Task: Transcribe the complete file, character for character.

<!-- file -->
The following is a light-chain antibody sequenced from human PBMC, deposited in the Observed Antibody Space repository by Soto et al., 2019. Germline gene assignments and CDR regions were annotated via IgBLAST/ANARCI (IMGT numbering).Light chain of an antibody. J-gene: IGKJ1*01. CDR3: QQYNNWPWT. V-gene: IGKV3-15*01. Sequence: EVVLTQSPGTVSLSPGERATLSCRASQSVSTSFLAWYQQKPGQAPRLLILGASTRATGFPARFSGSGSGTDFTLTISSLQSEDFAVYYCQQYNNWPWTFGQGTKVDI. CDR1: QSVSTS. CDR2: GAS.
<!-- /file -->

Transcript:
The following is a light-chain antibody sequenced from human PBMC, deposited in the Observed Antibody Space repository by Soto et al., 2019. Germline gene assignments and CDR regions were annotated via IgBLAST/ANARCI (IMGT numbering).Light chain of an antibody. J-gene: IGKJ1*01. CDR3: QQYNNWPWT. V-gene: IGKV3-15*01. Sequence: EVVLTQSPGTVSLSPGERATLSCRASQSVSTSFLAWYQQKPGQAPRLLILGASTRATGFPARFSGSGSGTDFTLTISSLQSEDFAVYYCQQYNNWPWTFGQGTKVDI. CDR1: QSVSTS. CDR2: GAS.